If you have or know a child who has been diagnosed with an Autism Spectrum Disorder (ASD for short) including Autism and Aspergers, you probably know that there are thousands of treatment options available. This tip will highlight social stories, a common treatment tool for children and teenagers with an ASD. Social Stories are short stories that are used to help describe social situations and teach children and teenagers the appropriate social behaviors and reactions to expect during that social situation. Social stories are used to help kids and teens understand the nuances of social interaction. The term “social stories” was coined by Carol Gray in 1991 (www.thegraycenter.org). Social stories can be used to teach children and teenagers about social situations (first day of school, making friends, dating, sex), new settings or activities (going to the movies, getting on a plane, going out to dinner), concepts (public vs. private, white lies vs. truth telling, following the rules, and standing up for yourself) and common responses (how to shake hands, how to order food at a restaurant, how to kiss) that they have not yet experienced. Social stories are NOT designed to correct previously learned behavior. While the concept of social stories was originally designed to help treat the socially inappropriate behaviors of kids with an ASD; many parents, educators and counselors, have found that social stories are a great tool to introduce new information to all types of children. In fact, most parenting books now encourage all parents to utilize social stories as a way to help transition children into a new situation so that they know what to expect. Social cuing is a critical piece of this work.
So what makes a social story different from a regular book or pamphlet about social skills? First of all, social stories are individualized for the person who will be learning a new skill or behavior. Therefore, the child’s name will be included as the “main character” of the story. For example, if you are working with your daughter who is named Julie on learning to ride the school bus, several months before school starts, you would create a social story called “Julie Rides the School Bus,” so she knows what to expect on the first day. Your goal when using social stories is to be highly detailed about the new skill but to leave out any other information that is irrelevant to the behavior being learned. Social stories are also written from the child’s perspective and almost always in first person. Social stories should include a description of the situation, the different types of typical feelings and responses a child might have, what a child may or may not do during the situation, and solutions to common problems that may arise during the situation. Social stories are super repetitive so that they give your child multiple chances to learn the new information being presented to them.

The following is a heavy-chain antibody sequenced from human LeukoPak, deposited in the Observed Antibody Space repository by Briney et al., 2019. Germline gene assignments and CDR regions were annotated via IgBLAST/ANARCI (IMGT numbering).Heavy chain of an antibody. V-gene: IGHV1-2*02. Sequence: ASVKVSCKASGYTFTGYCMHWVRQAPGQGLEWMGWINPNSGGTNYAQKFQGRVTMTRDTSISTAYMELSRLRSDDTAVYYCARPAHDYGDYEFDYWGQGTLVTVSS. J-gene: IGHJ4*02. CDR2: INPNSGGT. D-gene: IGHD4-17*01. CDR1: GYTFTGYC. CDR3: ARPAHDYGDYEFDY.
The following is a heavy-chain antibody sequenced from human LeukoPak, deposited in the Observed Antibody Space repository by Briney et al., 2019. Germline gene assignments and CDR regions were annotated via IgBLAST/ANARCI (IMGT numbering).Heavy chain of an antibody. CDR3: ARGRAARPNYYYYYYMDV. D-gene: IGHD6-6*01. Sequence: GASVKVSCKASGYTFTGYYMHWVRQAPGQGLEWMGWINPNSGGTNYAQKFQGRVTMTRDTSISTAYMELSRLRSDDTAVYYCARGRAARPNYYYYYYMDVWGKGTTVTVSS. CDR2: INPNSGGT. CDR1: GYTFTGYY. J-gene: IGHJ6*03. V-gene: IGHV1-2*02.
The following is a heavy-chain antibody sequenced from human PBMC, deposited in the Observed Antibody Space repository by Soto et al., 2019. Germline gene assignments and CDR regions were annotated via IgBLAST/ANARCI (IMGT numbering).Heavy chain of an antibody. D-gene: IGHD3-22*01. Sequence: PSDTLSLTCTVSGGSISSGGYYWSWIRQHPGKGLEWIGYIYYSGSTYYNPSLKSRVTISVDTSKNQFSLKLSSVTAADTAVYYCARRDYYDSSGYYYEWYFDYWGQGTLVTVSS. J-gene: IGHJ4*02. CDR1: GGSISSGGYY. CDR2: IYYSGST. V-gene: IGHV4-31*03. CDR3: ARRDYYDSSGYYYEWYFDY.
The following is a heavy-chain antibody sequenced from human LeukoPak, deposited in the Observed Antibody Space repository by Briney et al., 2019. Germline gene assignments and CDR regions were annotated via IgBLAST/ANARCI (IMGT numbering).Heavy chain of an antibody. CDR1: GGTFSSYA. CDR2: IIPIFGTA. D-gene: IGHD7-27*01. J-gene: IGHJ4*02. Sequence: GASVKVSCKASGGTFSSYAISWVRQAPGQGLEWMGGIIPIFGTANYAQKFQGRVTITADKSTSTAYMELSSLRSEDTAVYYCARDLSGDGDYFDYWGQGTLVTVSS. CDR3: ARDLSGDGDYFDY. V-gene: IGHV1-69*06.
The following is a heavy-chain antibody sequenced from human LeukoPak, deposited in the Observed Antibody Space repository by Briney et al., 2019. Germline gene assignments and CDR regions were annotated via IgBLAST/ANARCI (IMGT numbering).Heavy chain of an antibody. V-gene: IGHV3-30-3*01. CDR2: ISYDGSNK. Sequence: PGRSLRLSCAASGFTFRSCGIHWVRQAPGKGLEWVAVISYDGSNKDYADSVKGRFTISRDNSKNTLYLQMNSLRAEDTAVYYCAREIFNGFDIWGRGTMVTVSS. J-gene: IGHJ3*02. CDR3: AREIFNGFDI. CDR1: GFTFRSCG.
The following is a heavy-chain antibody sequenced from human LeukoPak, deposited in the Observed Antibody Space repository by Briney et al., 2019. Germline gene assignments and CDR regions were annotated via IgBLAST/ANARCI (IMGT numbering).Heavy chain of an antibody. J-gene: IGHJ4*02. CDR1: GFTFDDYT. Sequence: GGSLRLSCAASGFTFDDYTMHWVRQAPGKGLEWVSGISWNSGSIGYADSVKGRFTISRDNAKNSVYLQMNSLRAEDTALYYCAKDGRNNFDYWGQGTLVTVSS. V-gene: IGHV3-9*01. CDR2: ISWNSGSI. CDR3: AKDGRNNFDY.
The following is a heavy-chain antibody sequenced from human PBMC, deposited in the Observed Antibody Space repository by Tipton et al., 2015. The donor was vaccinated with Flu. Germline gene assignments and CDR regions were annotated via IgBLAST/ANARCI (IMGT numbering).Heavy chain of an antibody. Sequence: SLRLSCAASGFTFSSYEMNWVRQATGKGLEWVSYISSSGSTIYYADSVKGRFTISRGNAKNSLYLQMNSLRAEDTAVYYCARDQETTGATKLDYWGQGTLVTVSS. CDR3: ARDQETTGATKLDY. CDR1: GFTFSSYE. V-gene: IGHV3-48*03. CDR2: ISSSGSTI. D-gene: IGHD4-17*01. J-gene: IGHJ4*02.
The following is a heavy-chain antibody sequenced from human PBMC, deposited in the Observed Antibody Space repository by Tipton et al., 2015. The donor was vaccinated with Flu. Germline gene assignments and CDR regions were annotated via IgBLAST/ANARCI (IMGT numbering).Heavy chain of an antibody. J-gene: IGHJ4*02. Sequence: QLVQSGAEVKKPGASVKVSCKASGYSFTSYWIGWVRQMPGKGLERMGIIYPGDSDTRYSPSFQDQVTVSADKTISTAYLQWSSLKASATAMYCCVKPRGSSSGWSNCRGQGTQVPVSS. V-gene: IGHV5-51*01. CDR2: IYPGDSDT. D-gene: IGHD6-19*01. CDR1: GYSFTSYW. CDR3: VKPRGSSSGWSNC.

Julie’s story about riding the school bus could go something like this: “When I go to school, I will ride the school bus to get there. The bus will pick me up here at the corner of my street every morning at 7:30 am. The first time I ride the bus I might feel a lot of different emotions, such as happy, scared, nervous, relaxed, and/or grown-up. There will be other kids on the bus too. Some of them will be riding the bus for the first time. If I see someone sitting alone, I can ask to sit next to them. Some kids might be very loud on the bus and some might be quite. Some kids like to talk to their friends on the bus and some take a nap or catch-up on homework. Most kids will try to experiment with different things to do on the bus. I can try taking a nap, sitting quietly or talking with friends too. If I have a problem or need to go to the bathroom, I can tell the bus driver. Bus drivers are good at helping kids in similar situations. To get ready to ride the bus each morning, I will go to the bathroom, get all my school supplies, backpack, and lunch box ready then go outside to the corner of the street to wait with mom, dad, or an older sibling. When I get to school, I will make sure I have all my things, exit the bus carefully, then go into my classroom.”
Now that we have identified what a social story is, and how one is developed, it’s important to understand the theory behind social stories so you can know how to use them for your child. Children with an ASD are known to have difficulty picking up on social cues from others; so social stories cuts this need out by giving clear and accurate descriptions of what’s going to happen, what a person might feel, and what’s an acceptable response via print or pictures. This way children don’t need to worry about who is talking and how it’s being said, like in regular everyday conversations, and they can put all their energy into focusing on what’s being said. Social stories help reduce the anxiety and build confidence around new social situations